Beer color, alkalinity and mash pH
This article uses results from mash pH experiments to shed light on the relationship between beer color, mash pH and water composition. It develops a formula that can be used to make a crude prediction of the mash pH, or the alkalinity necessary for a given mash pH, based on the color and mash thickness of the beer. This formula has been implemented in the water calculator (Kaiser_water_calculator.xls) to predict mash pH from beer color, mash thickness and water composition.
Malt color, type and acidity
Brewers know that darker malts are more acidic. But what does it mean for a malt to be more acidic? They for sure don't taste sour.
Malt acidity is the malt's ability to lower mash pH and it can be measured via 2 means. One is the pH of a distilled water mash. Because of the absence of pH affecting water ions the pH of that mash is determined only by malt acidity and mash thickness. Another approach is to take a sample from such a mash and add a strong base (e.g sodium hydroxide) to it until a predetermined pH (e.g pH 5.7) is reached. This process is called titration. The amount of base added per unit of malt is a direct measure of that malt's acidity. Testing the distilled water mash pH works well for base malts. Specialty malts, however, are generally much more acidic than base malts and testing their acidity through titration works better.
In aforementioned mash pH experiments the following formula was developed for calculating the distilled water pH of a given grist.
In English: the weighted average of the distilled water mash pH for all the base malts and the titration point for specialty malts (5.7) is determined. This pH is then lowered by the acidity of the specialty malts. The more acidic they are, the higher their grist percentage and the thicker the mash is the lower the mash pH of the grist will be.
Random recipe creation and pH and color calculations
Using the the measured values for the distilled water pH of selected base malts and acidity of selected specialty malts 210 recipes were simulated. The recipes were thrown together randomly with the following constraints:
Crystal and roasted malts were treated as distinct groups since they formed distinct clusters when their acidity was plotted over their color.
For all these random recipes the distilled water mash pH of the grist and the color of the beer was calculated. The DI water mash pH was determined for 4 different mash thicknesses 2, 3, 4, and 5 l/kg. For the color calculation it was assumed that the total grist weighed 10 pound and the cast out volume was 5 gallon.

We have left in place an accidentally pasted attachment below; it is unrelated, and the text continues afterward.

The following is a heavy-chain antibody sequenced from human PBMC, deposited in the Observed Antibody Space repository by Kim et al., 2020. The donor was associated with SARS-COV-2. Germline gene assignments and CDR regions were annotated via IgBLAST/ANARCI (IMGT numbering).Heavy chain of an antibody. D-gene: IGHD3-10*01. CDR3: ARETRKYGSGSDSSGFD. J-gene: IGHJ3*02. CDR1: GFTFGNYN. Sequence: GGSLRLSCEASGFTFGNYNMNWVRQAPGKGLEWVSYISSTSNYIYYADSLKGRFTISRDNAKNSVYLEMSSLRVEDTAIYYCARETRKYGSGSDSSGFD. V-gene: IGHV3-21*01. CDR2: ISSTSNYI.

The result were 4 sets of 210 data points that represent fairly realistic combinations of beer color (SRM) and the distilled water mash pH of their grists. One set for every evaluated mash thickness (2, 3, 4 and 5 l/kg). The data for 3 l/kg is shown in Figure 1.
Based on this chart the following observations can be made:
Figure 2 shows how the SRM to pH relationship changes for different water to grist ratios: the grouping remains the same, only the parameter for the linear functions change.
With these observations the idea was born to estimate the grist pH from color, mash thickness and percentage of roasted malts in the specialty malt portion of the grist. I.e. if there are no specialty malts the linear function for "cara only" is used and if all specialty malts are roasted malts the linear function of "roasted only" is used. If roasted and crystal malts are part of the grist a function that lies between the two is used.
Using the standard notation of a linear function the pH estimation from beer color and mash thickness can be written as
Where the new variable are:
As mentioned earlier the slope and y-intercept of the linear function are determined by simple interpolation between the slope and y-intercept for "cara only" and "roasted only" recipes:
Now for some more regression analysis. If the slopes and y-intercepts for "cara only" and "roasted only" recipes are plotted for the 4 different mash thicknesses (Figure 3) it is apparent that they can be fit well using a logarithmic regression.
The parameters, which were found, led to the following formulas for the "cara only" and "roasted only" SRM to grist pH formulas:
considering residual alkalinity
Now that a method of calculating the acidity of the grist has been found, the residual alkalinity of the water (RA) needs to be considered to estimate the mash pH that a particular grist will give with the available brewing water. Mash pH experiments showed that the pH shift caused by the water's residual alkalinity depends on the residual alkalinity as well as the mash thickness.
This pH shift (Delta pH) is added to the distilled water pH of the grist to predict the actual mash pH
simple Guidelines for beer color and suitable brewing waters
Using the aforementioned formulas simple guidelines for suitable brewing waters can be derived (Tables 1 and 2). These tables assume that a pH between 5.3 and 5.5 is targeted and show the residual alkalinity range for suitable brewing water based on the color of the beer and the roasted malt percentage of the specialty malt portion of the grist.
It is apparent that for any given color there is a wide range of residual alkalinities that are likely to yield a mash pH in in preferred range of 5.3 - 5.5 which also explains why most brewers do just fine with their average water when brewing moderately colored beers.
It should be noted that the approach outlined here only provides for a crude estimation of the mash pH and that there are cases where this prediction will not be correct. In particular when the distilled water mash pH of the base malts differ significantly from the pH values used in the simulation. Another limitation is the range of mash thicknesses. But it is assumed that the range of 2-5 l/kg should cover most practical mashes.